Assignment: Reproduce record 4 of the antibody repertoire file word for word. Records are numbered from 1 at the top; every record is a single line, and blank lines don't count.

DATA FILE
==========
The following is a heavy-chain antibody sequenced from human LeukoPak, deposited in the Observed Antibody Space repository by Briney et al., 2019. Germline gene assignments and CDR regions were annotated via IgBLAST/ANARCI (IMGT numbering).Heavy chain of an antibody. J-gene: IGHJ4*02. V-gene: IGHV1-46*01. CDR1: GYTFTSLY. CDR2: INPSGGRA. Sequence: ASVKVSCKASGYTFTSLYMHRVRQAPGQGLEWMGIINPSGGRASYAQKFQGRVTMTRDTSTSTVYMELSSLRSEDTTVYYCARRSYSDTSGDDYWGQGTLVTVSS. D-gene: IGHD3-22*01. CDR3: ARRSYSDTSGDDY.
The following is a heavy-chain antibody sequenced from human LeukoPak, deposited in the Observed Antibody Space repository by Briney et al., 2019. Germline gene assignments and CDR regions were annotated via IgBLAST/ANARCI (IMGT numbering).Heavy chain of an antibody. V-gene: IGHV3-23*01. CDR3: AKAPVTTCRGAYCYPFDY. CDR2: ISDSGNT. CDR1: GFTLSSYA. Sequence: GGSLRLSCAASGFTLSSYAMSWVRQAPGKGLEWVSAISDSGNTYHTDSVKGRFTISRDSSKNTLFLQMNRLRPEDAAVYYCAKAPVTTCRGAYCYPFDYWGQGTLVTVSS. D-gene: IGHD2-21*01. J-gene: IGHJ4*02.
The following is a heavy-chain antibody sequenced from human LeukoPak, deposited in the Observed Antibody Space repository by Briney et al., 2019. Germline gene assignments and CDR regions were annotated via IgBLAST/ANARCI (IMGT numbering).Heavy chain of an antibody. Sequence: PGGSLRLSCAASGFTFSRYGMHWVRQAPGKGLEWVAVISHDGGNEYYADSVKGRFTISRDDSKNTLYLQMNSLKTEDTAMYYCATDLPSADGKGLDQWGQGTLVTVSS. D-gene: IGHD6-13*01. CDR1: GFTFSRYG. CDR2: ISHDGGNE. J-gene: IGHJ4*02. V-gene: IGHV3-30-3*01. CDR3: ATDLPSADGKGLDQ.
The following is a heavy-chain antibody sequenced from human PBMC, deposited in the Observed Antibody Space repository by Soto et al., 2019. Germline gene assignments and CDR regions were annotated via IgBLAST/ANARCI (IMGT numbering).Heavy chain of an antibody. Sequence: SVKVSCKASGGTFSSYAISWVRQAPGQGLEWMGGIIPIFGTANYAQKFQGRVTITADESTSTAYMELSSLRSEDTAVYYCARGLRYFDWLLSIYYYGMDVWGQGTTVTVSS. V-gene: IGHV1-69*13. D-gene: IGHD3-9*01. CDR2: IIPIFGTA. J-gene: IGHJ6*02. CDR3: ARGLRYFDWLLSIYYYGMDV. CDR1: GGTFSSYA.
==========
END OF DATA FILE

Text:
The following is a heavy-chain antibody sequenced from human PBMC, deposited in the Observed Antibody Space repository by Soto et al., 2019. Germline gene assignments and CDR regions were annotated via IgBLAST/ANARCI (IMGT numbering).Heavy chain of an antibody. Sequence: SVKVSCKASGGTFSSYAISWVRQAPGQGLEWMGGIIPIFGTANYAQKFQGRVTITADESTSTAYMELSSLRSEDTAVYYCARGLRYFDWLLSIYYYGMDVWGQGTTVTVSS. V-gene: IGHV1-69*13. D-gene: IGHD3-9*01. CDR2: IIPIFGTA. J-gene: IGHJ6*02. CDR3: ARGLRYFDWLLSIYYYGMDV. CDR1: GGTFSSYA.